Use this URL to cite or link to this record in EThOS:
Title: The information/guarantees balance : protecting informational privacy interests within the European data protection framework
Author: Douilhet, Emile
ISNI:       0000 0004 8499 8647
Awarding Body: Bournemouth University
Current Institution: Bournemouth University
Date of Award: 2019
Availability of Full Text:
Access from EThOS:
Access from Institution:
The goal of this thesis is to study the notion of informational privacy, and how it is protected both by the right to privacy and the right to data protection. The age of Big Data has brought with it new ways of creating and processing data, which has led to challenges to the way that individuals are protected from the use of that data. This thesis shows that a new approach is emerging in European data protection law, which is based on protecting informational privacy specifically instead of the existing approaches which have been developed so far. We attempt to study and develop this new approach, and propose a framework based on it and how this might handle the challenges to informational privacy brought about by the age of Big Data. This new approach is based on two core concepts. First, that there is a difference between "data" and "Information", the second being the combination of "data" and human agency into a new entity, which includes not just data but also human intelligence, biases and imperfections. We assert that the absence of distinction between the two in EU data protection has led to the notion of "personal data" and "identifiability" as defined in the GDPR having challenges in handling data in the information age. The second core concept is what we describe as "Guarantees". The new approach being developed in data protection law attempts to restrict the processing of personal data by implementing measures which limit what data controllers can do when processing data. These measures all attempt not to prevent all possibility of harmful consequences occurring, but only to ensure that reasonable guarantees are in place to make these consequences unlikely. We thus call those measures "Guarantees", and build a taxonomy of such Guarantees based on Lawrence Lessig's four modalities: legal norms, social norms, market forces, and architecture. As such, this thesis asserts that data protection is moving towards an approach having the protection of informational privacy as its core goal, protecting it through a balance between Information and Guarantees binding that Information.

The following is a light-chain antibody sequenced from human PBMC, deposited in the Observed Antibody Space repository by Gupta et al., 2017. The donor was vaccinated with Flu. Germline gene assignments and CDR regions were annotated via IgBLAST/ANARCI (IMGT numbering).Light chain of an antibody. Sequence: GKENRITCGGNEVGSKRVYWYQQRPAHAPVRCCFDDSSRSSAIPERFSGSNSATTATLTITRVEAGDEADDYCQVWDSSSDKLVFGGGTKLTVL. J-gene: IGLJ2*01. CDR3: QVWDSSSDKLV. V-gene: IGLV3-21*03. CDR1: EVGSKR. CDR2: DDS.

Supervisor: Not available Sponsor: Not available
Qualification Name: Thesis (Ph.D.) Qualification Level: Doctoral
EThOS ID:  DOI: Not available